Merriam-Webster dictionary just announced the personal pronoun ‘they’ as 2019’s word of the year

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Merriam-Webster has announced that the personal pronoun “they” is the 2019 word of the year, with the greatest increase in searches on the dictionary’s website.

Merriam-Webster lookups for the word increased by 313 per cent this year, compared to 2018.

In September this year, the American English dictionary followed in the footsteps of the Oxford English Dictionary and by adding “they” as a singular pronoun to reflect its use by non-binary people.

According to the announcement by Merriam-Webster: “Although our lookups are often driven by events in the news, the dictionary is also a primary resource for information about language itself, and the shifting use of they has been the subject of increasing study and commentary in recent years.”

The use of non-binary they/them pronouns has been the topic of a huge amount of discussion in 2019.

In September, Sam Smith announced that their pronouns were they/them, which caused outrage among trans-exclusionary people who just couldn’t handle using “they” as a singular.

But its use as a singular pronoun is not a new phenomenon, and actually dates back more than 600 years.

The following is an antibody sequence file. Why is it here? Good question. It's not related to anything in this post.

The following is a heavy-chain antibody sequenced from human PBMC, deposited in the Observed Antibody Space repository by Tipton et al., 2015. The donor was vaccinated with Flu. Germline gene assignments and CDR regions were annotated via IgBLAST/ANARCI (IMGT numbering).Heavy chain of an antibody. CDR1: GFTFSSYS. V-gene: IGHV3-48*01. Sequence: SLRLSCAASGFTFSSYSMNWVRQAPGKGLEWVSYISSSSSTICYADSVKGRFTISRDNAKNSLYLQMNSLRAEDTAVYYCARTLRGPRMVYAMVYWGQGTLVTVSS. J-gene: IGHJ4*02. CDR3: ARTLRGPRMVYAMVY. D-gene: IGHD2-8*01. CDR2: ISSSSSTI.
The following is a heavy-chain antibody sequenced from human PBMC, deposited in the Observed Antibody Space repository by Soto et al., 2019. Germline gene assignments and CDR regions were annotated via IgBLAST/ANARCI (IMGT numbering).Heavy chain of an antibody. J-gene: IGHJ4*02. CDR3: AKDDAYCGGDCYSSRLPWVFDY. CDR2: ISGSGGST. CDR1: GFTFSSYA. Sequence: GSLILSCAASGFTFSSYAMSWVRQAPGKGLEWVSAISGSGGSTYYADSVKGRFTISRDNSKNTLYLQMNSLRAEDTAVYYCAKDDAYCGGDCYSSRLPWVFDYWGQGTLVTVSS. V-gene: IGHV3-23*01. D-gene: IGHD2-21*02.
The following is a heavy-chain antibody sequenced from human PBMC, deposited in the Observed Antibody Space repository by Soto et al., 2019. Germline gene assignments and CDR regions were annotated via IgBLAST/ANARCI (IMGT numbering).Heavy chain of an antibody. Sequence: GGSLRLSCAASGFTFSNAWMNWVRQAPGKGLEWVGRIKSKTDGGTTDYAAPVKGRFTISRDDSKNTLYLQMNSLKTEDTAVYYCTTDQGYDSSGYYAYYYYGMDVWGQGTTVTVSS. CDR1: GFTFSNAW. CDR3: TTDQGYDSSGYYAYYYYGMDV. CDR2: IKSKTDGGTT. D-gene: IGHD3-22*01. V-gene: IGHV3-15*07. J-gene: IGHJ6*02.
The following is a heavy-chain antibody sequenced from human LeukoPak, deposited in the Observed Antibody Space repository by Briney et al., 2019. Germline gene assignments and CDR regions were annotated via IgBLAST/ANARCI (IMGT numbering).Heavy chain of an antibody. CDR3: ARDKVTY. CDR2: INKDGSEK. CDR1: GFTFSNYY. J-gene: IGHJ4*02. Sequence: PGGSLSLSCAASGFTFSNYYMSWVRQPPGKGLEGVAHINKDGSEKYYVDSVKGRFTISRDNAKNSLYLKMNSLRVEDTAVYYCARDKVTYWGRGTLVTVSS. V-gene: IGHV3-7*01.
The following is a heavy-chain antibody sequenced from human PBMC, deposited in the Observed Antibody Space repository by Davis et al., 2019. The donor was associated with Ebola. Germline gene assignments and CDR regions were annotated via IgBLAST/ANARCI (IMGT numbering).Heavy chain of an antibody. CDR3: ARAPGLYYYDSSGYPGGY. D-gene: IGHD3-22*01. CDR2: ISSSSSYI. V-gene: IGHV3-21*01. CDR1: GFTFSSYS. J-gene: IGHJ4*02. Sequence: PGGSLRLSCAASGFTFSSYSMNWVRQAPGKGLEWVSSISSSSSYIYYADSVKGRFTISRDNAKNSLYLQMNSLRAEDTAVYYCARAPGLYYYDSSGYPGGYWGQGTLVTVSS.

TheOxford English Dictionary traces back the first written use of a singular “they” to 1375, in the medieval romantic poem William and the Werewolf, however it is likely it was used in speech much earlier than that.

There are also other commonly used examples of pronouns that have both singular and plural uses, for example the “royal we” and “you”.

“You” is now used interchangeably to refer to individuals and multiple people, but was originally only a plural pronoun which evolved to have a singular use.

The singular use of “you” developed in the 17th century to replace “thou”, and the change was met with resistance in a similar way to how many people claim to struggle with using a singular “they”.

“They” was not the only LGBT-related word on the Merriam-Webster list, with the number of searches for “camp” shooting up following the Metropolitan Museum of Art exhibit ‘Camp: Notes on Fashion’ in May.

Unsurprisingly, “quid pro quo” and “impeach” also made it into the top ten.